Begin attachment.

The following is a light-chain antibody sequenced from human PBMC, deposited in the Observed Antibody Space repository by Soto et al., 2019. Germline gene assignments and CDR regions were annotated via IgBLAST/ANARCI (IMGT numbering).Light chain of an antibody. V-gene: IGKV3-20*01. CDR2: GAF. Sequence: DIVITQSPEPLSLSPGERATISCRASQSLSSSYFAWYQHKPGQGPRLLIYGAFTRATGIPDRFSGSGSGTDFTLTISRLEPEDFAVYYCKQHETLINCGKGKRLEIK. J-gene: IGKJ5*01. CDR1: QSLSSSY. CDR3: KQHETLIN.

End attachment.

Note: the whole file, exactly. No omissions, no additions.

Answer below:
The following is a light-chain antibody sequenced from human PBMC, deposited in the Observed Antibody Space repository by Soto et al., 2019. Germline gene assignments and CDR regions were annotated via IgBLAST/ANARCI (IMGT numbering).Light chain of an antibody. V-gene: IGKV3-20*01. CDR2: GAF. Sequence: DIVITQSPEPLSLSPGERATISCRASQSLSSSYFAWYQHKPGQGPRLLIYGAFTRATGIPDRFSGSGSGTDFTLTISRLEPEDFAVYYCKQHETLINCGKGKRLEIK. J-gene: IGKJ5*01. CDR1: QSLSSSY. CDR3: KQHETLIN.